Tommy Robinson’s resignation from the EDL: a cautious welcome

There are gradations of extremism, and degrees of strategy. Let it not be forgotten that violent extremism is of a markedly different character to its non-violent counterpart.

Dominic Ashton is a political researcher and writer, with a particular interest in issues of extremism

Tommy Robinson’s departure from the English Defence League (EDL), orchestrated by the counter-extremist Quilliam think-tank, has proven itself to be one of the most striking political developments of recent weeks.

Emerging from the social media morass are divided reflections, with optimism understandably restrained by the knowledge that the renunciation of extreme means does not imply the rejection of extremist ideology.

As has been previously discussed, the EDL’s decidedly narrow base of support owes much to its toxic image, and less to its anti-Muslim platform. Robinson’s resignation, therefore, represents an opportunity for the EDL’s former leadership to build a more effective vehicle for what critics will maintain is broadly the same ideology.

This scepticism is entirely warranted. Extremism of all kinds is indeed contained within ideas, and not in the strategy employed to put them into practice. There is scant evidence to suggest that Robinson has undertaken the kind of transformation necessary to conclude that he no longer holds extreme views, as a cursory examination of twitter activity would testify.

The subsequent, and perhaps unsurprising, news that Robinson intends to involve himself in the formation of a new movement apparently confirmed fears that the ‘mainstreaming’ of a controversial figure is underway. Subsequently, several commentators have expressed reservations concerning the threat Robinson poses from a more mainstream position.

It is difficult to contest such well-informed analysis, except to posit that the counter-extremist agenda appears occasionally apt to lose sight of the importance of liberal democratic principles, and pursue the battle against extremism on rather consequentialist foundations.

It is disconcerting to witness such fear that the process of contesting views within the bounds of liberal democracy is insufficient for producing the ‘correct’ result. That the means at our disposal- of free speech, of robust civil society- are inadequate for combatting the views of populist extremists, who will seduce a gullible electorate with poisonous views given the advantage of a respectable veneer.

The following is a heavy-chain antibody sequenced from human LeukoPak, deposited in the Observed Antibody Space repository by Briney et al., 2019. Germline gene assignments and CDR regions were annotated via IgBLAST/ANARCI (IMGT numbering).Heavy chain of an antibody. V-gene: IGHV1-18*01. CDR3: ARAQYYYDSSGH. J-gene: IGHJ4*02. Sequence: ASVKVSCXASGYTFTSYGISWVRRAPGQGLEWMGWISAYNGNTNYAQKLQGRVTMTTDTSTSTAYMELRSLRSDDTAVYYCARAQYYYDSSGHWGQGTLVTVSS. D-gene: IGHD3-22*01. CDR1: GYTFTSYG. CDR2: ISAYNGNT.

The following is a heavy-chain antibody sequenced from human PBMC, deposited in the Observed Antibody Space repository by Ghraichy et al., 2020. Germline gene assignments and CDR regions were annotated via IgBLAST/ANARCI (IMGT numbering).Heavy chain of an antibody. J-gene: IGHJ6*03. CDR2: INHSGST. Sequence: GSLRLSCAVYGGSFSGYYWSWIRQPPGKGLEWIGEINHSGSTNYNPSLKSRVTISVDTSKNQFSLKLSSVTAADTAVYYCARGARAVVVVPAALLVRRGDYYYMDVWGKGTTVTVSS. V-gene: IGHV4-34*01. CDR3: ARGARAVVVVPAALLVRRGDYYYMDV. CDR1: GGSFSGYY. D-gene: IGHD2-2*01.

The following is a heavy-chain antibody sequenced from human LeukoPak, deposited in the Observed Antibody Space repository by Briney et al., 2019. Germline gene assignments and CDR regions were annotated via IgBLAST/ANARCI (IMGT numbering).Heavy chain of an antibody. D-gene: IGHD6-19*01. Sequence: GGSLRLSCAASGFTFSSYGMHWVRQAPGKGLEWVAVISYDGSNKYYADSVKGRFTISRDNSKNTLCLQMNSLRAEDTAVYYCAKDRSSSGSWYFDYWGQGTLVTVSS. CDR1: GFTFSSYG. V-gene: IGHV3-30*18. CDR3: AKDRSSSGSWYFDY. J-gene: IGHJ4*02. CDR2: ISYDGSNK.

Understandably, few would wish a radical-right movement with the reach of the French Front National or Austrian FPO on the UK; but the corollary of such reservation is both a lack of trust in the wider population and a Manichean outlook that permits no shades of difference between extremists.

There are gradations of extremism, and degrees of strategy. Let it not be forgotten that violent extremism is of a markedly different character to its non-violent counterpart.

Whilst it falls someway short of being a terrorist organisation, few would argue that the EDL’s street demonstrations are non-violent. On frequent occasions violent behaviour is openly engaged in; on an even greater number of occasions an extremely confrontational, provocative and abusive atmosphere pervades.  It seems unpalatable to not recognise progress in the organisation’s only well-known figurehead rejecting these methods, and taking steps in a less violent direction.

Crippling as the EDL’s toxic image may be to its goal of amassing wider support, street demonstrations of the variety employed were harmful in themselves. Doubtless those on the receiving end of abuse would have gained little succour from the notion that their suffering was in service of the greater cause of preventing the emergence of a larger far-right movement.

A further significant point is that engagement is not a one-time process. The collision of Robinson with Quilliam has had some effect, however modest, and no one possesses the right to essentialise an individual with indelible, irredeemable characteristics. No one is beyond redemption or destined to suffer under the delusion of permanent extremism, and meaningful change is more likely to emerge from engagement than ostracisation.

On balance, weighing the potential for Robinson to garner greater support for his still radical views against his renunciation of confrontational tactics, this news should be given a cautious but genuine welcome. No liberal democracy worthy of the name should recoil from the ongoing process of contestation between different views – some of which invariably stray into the territory of offence – nor should it dare to imagine that some views are so unpalatable as to be better off on the streets.

Lest any political commentators imagine this is the case, they should remember the instances where ideology- central though it is to our understanding of the world – was the furthest thing from the mind of those on the receiving end of psychological, and occasionally physical, abuse. EDL activity will remain a danger beyond Robinson, but the loss of leadership will greatly hinder their capacity for large demonstrations.

Robinson’s potential ‘mainstreaming’ presents different challenges, but they are of the kind that liberal democracy is built for. Though the effort involved is greater as the luxury of outsourcing unwelcome views to fringe demonstrations is lost, it is incumbent on us – the tolerant majority- to hear Robinson’s views in their most favourable light, on the most level playing field, and reject them through force of argument should they remain intransigent.

For those reasons, I venture that Quilliam’s announcement is to be well-received, and that scepticism be moderated by acceptance that the general principle at work is valid: engagement with all extremists and alliance with none.

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